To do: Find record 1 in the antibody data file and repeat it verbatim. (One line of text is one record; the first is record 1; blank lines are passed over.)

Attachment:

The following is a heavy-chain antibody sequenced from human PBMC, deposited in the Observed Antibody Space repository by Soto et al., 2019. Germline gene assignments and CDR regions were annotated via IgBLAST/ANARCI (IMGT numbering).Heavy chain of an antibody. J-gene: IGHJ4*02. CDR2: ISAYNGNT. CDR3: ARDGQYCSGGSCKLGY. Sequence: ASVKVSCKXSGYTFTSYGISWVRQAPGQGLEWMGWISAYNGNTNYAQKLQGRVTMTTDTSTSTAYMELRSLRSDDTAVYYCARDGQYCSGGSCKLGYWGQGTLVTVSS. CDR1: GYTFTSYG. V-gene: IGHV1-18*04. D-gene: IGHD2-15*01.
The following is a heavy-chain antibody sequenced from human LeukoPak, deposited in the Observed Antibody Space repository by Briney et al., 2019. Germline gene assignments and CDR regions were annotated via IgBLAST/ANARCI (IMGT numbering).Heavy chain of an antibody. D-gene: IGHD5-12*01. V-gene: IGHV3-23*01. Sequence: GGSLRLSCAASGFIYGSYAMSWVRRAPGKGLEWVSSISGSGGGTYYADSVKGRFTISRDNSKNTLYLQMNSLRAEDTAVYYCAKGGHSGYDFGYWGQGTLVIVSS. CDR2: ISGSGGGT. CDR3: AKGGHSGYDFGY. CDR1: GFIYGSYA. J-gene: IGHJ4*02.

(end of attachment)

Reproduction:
The following is a heavy-chain antibody sequenced from human PBMC, deposited in the Observed Antibody Space repository by Soto et al., 2019. Germline gene assignments and CDR regions were annotated via IgBLAST/ANARCI (IMGT numbering).Heavy chain of an antibody. J-gene: IGHJ4*02. CDR2: ISAYNGNT. CDR3: ARDGQYCSGGSCKLGY. Sequence: ASVKVSCKXSGYTFTSYGISWVRQAPGQGLEWMGWISAYNGNTNYAQKLQGRVTMTTDTSTSTAYMELRSLRSDDTAVYYCARDGQYCSGGSCKLGYWGQGTLVTVSS. CDR1: GYTFTSYG. V-gene: IGHV1-18*04. D-gene: IGHD2-15*01.